Sailing & Yachting

Ocean Cleanup 2023

The Ocean Cleanup develops and scales technologies to rid the oceans of plastic. Tackling such an ambitious challenge requires acting where we can have the greatest impact on plastic pollution. In the oceans, this means focusing on the largest accumulation of floating plastic anywhere on Earth – the Great Pacific Garbage Patch in the North Pacific Ocean.

As we enter winter, it is time to bring our system back to port for scheduled evaluation and upgrades as part of the ongoing transition to the larger and more efficient System 03. We are scheduled to head back out to restart cleaning the GPGP in March 2023.

SYSTEM 002 IN 2022

After demonstrating Proof of Technology the previous year, 2022 was all about cleaning. It was a successful year for The Ocean Cleanup in the GPGP:

System 002: 2022 in numbers

  • 8 trips into the GPGP on cleaning operations
  • Over 150 days at sea (including transit)
  • 153,000 kg of plastic removed from the GPGP in 2022
  • 4 consecutive trips with catch totals over 25,000 kg
  • 99.9% of catch comprising only plastic

We captured our first plastic from the GPGP in 2019 with System 001/B, and since then we’ve been refining our steering strategy and deepening our understanding of plastic behavior in the oceans. In 2021 we introduced System 002, and having now demonstrated that our system can consistently harvest significant amounts of plastic, we’re currently in transition to System 03 – our largest and most efficient cleanup system so far.

We are now at the mid-way point in this transition. In summer 2022 we installed a new Retention Zone (more than twice the size of the previous one) to create System 002/A. Next, we added new wing sections with increased durability, and increased wing depth from three to four meters, reducing the amount of plastic lost due to underflow. We call the current iteration System 002/B.

In 2023 we will extend the wings to 1600 meters to produce System 002/C, before conducting further tests. We will then further expand the wings to their full size of 2500 meters. At that point, the transition will be complete, and System 03 will begin operations. We are already seeing the impact of our strategy learnings and the transition to System 03: our final four trips of the year saw our four largest catches, including our current record of 30,980 kg on a single trip.

An unexpected potential issue is capturing too much plastic per trip, and not having sufficient space on board to process it all. For this reason we are exploring the option of having a compressor on board once System 03 is deployed.

System 03 Transition Roadmap
System 03 Transition Roadmap

The continuity of cleaning operations during this transition was essential in demonstrating that we are moving towards our efficiency targets and progressing our plan for scale-up. Significant milestones such as the extraction that brought us over the 100,000 kg barrier in the GPGP are documented and shared with our growing community of supporters worldwide, aiding the visibility of our mission and highlighting the urgency of the plastic pollution problem.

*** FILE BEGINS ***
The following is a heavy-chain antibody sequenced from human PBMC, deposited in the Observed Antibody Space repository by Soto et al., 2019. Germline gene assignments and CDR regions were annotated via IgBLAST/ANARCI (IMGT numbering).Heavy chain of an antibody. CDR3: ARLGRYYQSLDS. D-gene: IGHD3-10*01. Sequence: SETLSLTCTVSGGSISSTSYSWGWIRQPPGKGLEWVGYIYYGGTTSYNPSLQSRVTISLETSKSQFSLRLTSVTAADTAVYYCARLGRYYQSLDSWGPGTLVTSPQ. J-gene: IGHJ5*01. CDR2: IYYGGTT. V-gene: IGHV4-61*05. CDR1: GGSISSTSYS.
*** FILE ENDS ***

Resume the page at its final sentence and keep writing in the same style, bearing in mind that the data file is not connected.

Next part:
Boyan Slat, founder and CEO on the 100,000 kg milestone reached

System 002 has continued to perform strongly in the Pacific Ocean during 2022, and the initial signs from the transition to System 03 are hugely positive. Which raises the question: if everything is going so well, why take a winter break at all?

As well as providing an opportunity for evaluation and offshore optimization of System 002, weather conditions over the winter months in the GPGP make this a timely opportunity for a pause.

Winter in the Pacific Ocean is harsh, with strong waves and dangerous storms that increase sailing times and reduce the amount of plastic we can catch, making our operation less efficient. Stronger winds cause larger waves, meaning more plastic is lifted over (or pushed under) the wings of our system. Harsh weather also limits implementation of our plastic hotspot computational modeling; even if we can identify an area of high density plastic, our vessels may not be able to move the system towards it if there is a severe storm nearby.

Stormy seas and the ocean cleanup Maersk vessel
The winter season in the North Pacific is often accompanied by stormy seas

Our research and data gathering operations are also affected by the rougher seas; tagged plastic is more difficult to accurately track, and plastic behavior becomes harder to predict using our modeling. This means data gathered during these periods can be less reliable. Operations such as our Ground Truth research expedition (where we tested various monitoring methods to see how closely our modeling reflects real-life plastic behavior) would be much more challenging in winter conditions.